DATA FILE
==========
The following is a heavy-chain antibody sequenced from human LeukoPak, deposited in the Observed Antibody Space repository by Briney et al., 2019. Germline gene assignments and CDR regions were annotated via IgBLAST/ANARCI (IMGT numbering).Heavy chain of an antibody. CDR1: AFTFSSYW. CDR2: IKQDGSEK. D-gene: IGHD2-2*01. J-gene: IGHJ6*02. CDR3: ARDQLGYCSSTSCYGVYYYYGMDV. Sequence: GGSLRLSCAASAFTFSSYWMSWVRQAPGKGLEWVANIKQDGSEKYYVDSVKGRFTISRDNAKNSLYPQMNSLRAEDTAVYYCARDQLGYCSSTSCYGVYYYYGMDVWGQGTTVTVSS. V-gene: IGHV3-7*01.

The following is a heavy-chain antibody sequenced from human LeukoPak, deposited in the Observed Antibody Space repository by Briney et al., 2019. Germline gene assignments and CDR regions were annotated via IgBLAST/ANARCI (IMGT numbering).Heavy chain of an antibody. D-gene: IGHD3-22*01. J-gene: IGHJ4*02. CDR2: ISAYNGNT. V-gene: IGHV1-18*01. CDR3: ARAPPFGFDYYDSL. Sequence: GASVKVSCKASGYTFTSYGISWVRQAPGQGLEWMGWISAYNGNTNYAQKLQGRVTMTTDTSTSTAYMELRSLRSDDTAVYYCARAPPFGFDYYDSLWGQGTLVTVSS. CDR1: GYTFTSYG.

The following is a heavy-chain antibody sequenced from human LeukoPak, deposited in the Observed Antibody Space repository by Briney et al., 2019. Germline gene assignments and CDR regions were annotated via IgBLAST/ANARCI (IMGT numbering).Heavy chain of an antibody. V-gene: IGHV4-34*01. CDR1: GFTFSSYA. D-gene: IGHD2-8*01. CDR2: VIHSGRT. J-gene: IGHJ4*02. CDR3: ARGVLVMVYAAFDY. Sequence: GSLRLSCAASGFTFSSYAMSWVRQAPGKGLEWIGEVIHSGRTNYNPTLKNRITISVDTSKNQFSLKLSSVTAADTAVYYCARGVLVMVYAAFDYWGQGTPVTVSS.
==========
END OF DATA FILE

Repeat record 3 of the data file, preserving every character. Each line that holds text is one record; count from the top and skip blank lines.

The following is a heavy-chain antibody sequenced from human LeukoPak, deposited in the Observed Antibody Space repository by Briney et al., 2019. Germline gene assignments and CDR regions were annotated via IgBLAST/ANARCI (IMGT numbering).Heavy chain of an antibody. V-gene: IGHV4-34*01. CDR1: GFTFSSYA. D-gene: IGHD2-8*01. CDR2: VIHSGRT. J-gene: IGHJ4*02. CDR3: ARGVLVMVYAAFDY. Sequence: GSLRLSCAASGFTFSSYAMSWVRQAPGKGLEWIGEVIHSGRTNYNPTLKNRITISVDTSKNQFSLKLSSVTAADTAVYYCARGVLVMVYAAFDYWGQGTPVTVSS.